Photo in Pratt: Envisioning the Invisible photo contest puts lens to science

The winning photograph from last year's "Envisioning the Invisible" contest, taken by Asli Unal, depicts liver cells growing in a petri dish.
The winning photograph from last year's "Envisioning the Invisible" contest, taken by Asli Unal, depicts liver cells growing in a petri dish.

Liver cells, water droplets and crabs. Wildflowers, ion beams and protein models. These have all been subjects of winning photos in the Envisioning the Invisible photo contest hosted by the Engineering Graduate Student Council.

The EGSC puts on an awards reception each year to announce the winners. This year, that reception will be held Jan. 19 from 5 to 6 p.m. in the Fitzpatrick Atrium. Trisha Dupnock, president of the EGSC and fourth-year PhD student, said the judges decide the winners of the top three places, while attendees of the event will vote on a People’s Choice award. Each of the awards comes with a cash prize: $500, $300 and $200, for first, second and third place respectively, and $100 for the People’s Choice.

In past years, people could vote online for the People’s Choice award, but Dupnock said this year there will be an in-house ballot at the event. EGSC members will pass out tickets for attendees to place into boxes under each submission. For those who cannot attend the event, Dupnock said there will be early voting available if they can stop by earlier in the day.

Jennifer West, associate dean for PhD education in the Pratt School of Engineering, has been involved with the contest for the past three years. West said they typically receive 40 to 50 submissions each year, and Dupnock said the photos will be displayed throughout the year in the Fitzpatrick Atrium, starting a few days before the awards reception.

“Ideally, visitors to the show will find images visually compelling and then learn about the exciting research behind the image,” West wrote in an email.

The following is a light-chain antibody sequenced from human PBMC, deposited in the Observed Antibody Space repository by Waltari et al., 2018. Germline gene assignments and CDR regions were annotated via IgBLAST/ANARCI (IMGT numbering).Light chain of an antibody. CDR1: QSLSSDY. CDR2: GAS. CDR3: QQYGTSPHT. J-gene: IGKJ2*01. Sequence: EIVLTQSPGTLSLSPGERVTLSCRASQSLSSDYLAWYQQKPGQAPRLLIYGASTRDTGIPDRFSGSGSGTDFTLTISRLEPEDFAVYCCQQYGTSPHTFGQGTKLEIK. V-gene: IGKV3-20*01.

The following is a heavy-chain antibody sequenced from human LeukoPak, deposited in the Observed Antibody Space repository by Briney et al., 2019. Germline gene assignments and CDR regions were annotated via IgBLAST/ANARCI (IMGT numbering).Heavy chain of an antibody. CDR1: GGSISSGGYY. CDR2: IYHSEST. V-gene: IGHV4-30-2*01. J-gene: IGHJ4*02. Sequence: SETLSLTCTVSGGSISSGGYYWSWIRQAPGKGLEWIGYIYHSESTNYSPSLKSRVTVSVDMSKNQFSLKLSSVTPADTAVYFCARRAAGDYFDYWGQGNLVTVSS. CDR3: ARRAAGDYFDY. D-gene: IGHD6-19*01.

Dupnock said the event and the contest aim to “bridge the gap” between the sciences and the arts as well as to include the wider Duke community beyond the Pratt School.

“Anybody from the Duke community is able to submit a photo,” Dupnock said. “We’ve been trying to really branch outside of the Pratt department and get other schools like the medical school, the Trinity School, the Nicholas school involved, so a big push this year was to find the communications people for those schools and get the word out about the event.”

Another way the EGSC is branching out this year is by creating a partnership with the Pratt recruitment event, which Dupnock said is also happening Jan. 19. That event typically has a reception at the end of the day, so this year’s reception will occur concurrently with the reception for the photo contest.

The submission period for the contest started in the fall and ended Dec. 22. Dupnock said the contest looks for photos that either come from highly scientific research presented in an artistic way or from everyday life presented in an extraordinary way that “captures the scientific underlying” of the subject. The judges then consider both of these qualities.

Last year’s first place winner was Asli Unal, a fourth-year PhD student in biomedical engineering. Her winning photo of liver cells came from a construct she made in a lab by encapsulating three kinds of cells into a hydrogel. Unal said she heard about the contest from an EGSC announcement and wanted to show others what she was seeing in her work.

“Winning was of course awesome,” Unal wrote in an email. “I didn't expect it — there were so many beautiful images that were submitted. I was really happy that people liked my photo as much as I did.”

Unal’s submission represents the theme of the contest, Envisioning the Invisible, by capturing images on a very small scale. George Truskey, senior associate dean in the Pratt School of Engineering, said the contest originally started in 2010 as a memorial to a graduate student who was murdered, but it has since removed the student’s name from the contest title in order to shift the focus.

“By emphasizing the invisible, it’s trying to use photography and other imaging methods to explore the beauty that exists at all different levels, particularly the microscopic, and how some things that we view as scientific can actually also be viewed as beautiful art,” Truskey said.


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